Planning for an assisted death
If the person is eligible for assisted dying there are several decisions for them to make, including decisions about their medical care and decisions about what matters to the person and their whānau at the end of life. The attending medical practitioner or attending nurse practitioner will provide advice and support as part of this planning.
The attending medical practitioner or attending nurse practitioner will encourage the person to talk to their whānau about the plans and decisions. This planning will likely take place across several conversations and the person and their whānau can ask questions or for more information if needed.
The attending medical practitioner and person will agree the date and time
When the attending medical practitioner tells the person they are eligible, the attending medical practitioner and the person will talk about possible dates and times for the assisted death to take place.
The attending medical practitioner will give the person advice based on the person’s prognosis (how long they likely have left to live). There may also be practical factors to consider, such as if the person has whānau who want to travel to see them before they die.
The person will choose the date and time and fill in a form to confirm this.
The person will decide on the method for the administration of the medication
The person has a choice of four methods for the administration of the medication. These choices are set out in the law.
- The person can request that the attending medical practitioner or attending nurse practitioner administers the medication (either by an intravenous vein (IV) injection or by a feeding tube).
- The person can take the medication themselves (by triggering the IV themselves or by taking an oral medication).
If the person chooses to take the medication themselves, the attending medical practitioner or attending nurse practitioner must be present to support the process.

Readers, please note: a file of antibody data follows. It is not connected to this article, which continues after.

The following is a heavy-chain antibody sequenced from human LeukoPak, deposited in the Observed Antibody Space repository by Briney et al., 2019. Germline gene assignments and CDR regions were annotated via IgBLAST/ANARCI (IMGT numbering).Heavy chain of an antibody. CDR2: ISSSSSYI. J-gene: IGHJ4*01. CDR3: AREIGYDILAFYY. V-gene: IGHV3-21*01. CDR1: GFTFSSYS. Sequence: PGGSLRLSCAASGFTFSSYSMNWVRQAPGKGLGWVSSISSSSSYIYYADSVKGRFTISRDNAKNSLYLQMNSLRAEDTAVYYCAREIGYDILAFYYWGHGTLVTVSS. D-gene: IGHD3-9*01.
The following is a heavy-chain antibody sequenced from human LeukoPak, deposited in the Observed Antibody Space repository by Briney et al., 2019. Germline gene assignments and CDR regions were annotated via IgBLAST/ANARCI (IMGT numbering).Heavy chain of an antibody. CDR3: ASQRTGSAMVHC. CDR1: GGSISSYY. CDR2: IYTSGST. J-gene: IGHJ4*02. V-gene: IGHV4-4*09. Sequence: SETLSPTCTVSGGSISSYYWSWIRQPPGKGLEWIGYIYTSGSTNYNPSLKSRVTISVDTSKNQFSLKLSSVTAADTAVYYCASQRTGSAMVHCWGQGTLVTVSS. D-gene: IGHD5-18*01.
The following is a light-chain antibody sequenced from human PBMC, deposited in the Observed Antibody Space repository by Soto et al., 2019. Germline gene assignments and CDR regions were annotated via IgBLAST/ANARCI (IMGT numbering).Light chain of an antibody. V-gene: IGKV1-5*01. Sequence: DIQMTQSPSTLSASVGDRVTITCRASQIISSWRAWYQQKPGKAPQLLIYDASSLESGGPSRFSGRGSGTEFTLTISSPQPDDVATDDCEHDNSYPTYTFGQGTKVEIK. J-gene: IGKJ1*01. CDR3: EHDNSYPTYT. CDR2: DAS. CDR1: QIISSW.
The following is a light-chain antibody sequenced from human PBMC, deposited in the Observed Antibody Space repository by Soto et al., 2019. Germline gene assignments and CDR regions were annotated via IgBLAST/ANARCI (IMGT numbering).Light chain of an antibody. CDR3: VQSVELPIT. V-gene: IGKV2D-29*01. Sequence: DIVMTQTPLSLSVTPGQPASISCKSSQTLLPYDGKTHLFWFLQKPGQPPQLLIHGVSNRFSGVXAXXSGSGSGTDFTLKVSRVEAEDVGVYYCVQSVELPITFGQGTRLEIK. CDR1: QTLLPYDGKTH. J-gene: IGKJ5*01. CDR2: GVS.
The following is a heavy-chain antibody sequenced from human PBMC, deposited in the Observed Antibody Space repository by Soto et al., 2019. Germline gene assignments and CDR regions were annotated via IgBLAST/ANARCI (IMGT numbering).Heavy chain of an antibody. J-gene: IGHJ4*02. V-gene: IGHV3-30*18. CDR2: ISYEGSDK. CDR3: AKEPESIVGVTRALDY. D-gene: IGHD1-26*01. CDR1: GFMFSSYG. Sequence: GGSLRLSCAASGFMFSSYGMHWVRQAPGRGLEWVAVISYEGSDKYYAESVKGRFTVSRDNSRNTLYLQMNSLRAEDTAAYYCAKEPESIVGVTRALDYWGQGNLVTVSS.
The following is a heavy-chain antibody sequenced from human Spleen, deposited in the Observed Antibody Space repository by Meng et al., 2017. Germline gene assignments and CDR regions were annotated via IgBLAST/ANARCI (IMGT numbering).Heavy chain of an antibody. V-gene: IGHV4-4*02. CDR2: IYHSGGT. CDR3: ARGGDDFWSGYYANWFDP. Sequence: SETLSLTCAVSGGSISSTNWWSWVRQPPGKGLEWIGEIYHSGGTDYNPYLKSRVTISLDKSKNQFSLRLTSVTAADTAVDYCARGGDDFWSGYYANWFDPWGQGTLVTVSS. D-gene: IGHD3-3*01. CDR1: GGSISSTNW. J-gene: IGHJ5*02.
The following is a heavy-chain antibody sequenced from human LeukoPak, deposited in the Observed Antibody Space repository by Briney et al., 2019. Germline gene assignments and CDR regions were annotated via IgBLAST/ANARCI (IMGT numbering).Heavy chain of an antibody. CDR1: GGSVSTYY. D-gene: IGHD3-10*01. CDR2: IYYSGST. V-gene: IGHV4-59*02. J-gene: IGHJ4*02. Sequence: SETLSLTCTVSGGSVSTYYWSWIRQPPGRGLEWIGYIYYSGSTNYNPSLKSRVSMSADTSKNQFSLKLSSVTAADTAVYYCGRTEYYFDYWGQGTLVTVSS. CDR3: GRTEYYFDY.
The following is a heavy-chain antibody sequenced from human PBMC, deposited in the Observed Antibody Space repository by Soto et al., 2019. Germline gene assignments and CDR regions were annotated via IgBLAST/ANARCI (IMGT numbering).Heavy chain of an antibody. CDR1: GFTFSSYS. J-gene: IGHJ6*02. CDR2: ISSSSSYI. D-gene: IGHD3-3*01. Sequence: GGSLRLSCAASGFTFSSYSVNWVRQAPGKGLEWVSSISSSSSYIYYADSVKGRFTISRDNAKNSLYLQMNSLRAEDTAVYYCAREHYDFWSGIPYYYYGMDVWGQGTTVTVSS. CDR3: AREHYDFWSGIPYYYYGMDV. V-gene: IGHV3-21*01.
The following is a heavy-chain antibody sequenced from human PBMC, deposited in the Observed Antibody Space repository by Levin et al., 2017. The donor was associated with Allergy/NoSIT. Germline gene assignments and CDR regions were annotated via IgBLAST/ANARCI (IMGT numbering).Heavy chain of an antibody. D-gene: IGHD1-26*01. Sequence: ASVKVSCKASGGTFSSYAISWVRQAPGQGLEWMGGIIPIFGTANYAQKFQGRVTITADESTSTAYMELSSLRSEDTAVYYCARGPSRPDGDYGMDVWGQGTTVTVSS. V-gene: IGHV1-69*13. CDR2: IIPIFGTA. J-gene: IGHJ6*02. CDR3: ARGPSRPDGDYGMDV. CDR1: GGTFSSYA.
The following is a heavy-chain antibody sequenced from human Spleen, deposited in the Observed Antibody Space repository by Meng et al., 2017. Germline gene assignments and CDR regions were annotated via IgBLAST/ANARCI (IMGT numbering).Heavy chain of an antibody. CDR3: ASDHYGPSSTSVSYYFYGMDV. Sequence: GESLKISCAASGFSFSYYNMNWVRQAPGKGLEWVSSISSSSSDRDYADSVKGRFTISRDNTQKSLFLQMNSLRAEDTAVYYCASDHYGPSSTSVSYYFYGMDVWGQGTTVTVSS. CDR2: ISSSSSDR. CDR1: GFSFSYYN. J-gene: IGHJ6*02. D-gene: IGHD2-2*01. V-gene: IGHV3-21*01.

The attending medical practitioner or attending nurse practitioner will explain the different methods and make sure the person understands their options. The attending medical practitioner or attending nurse practitioner will talk to the person about what will happen on the day when they receive the medication.
Some of the options may not be appropriate or possible depending on the person’s medical condition. The attending medical practitioner or attending nurse practitioner may give the person advice on what is most suitable for them.
The person will be given time to consider the options. The person and their whānau can ask questions or for more information to make sure they understand the options.
Most assisted deaths are likely to take place in the person’s home
Most often people are likely to choose to die at home, if this is possible. The attending medical practitioner or attending nurse practitioner who is administering the medication will be able to travel to the person to provide this care.
In some situations, the person may live somewhere where it is not possible or appropriate for an assisted death to take place. An example of this might be the person lives in a residential facility that does not agree with or provide assisted dying. If this happens, then the person’s attending medical practitioner or attending nurse practitioner, with the support from the secretariat at the Ministry of Health, will provide advice on what options the person may have.
The person can choose who they want to be present and what happens
The person can choose if they would like whānau or other people to be at their assisted death. Some people might choose to have a cultural or spiritual leader with them as well.
The person can also choose if they want certain rituals or practices that are part of their beliefs or that are important to them to happen before or after the medication is administered. For example, some people might choose to have a karakia or prayer. A person’s whānau could sing waiata, say words or read something that is meaningful, or listen to music that is special to the person.
The person and their whānau can make these plans and decisions together. The person’s attending medical practitioner or attending nurse practitioner will also talk to the person about these plans and decisions as part of preparing for the assisted death. This helps make sure everyone is clear on what will happen and makes sure the person’s choices are respected and upheld.
For more information
More information about the Assisted Dying Service is available on the Ministry of Health’s website.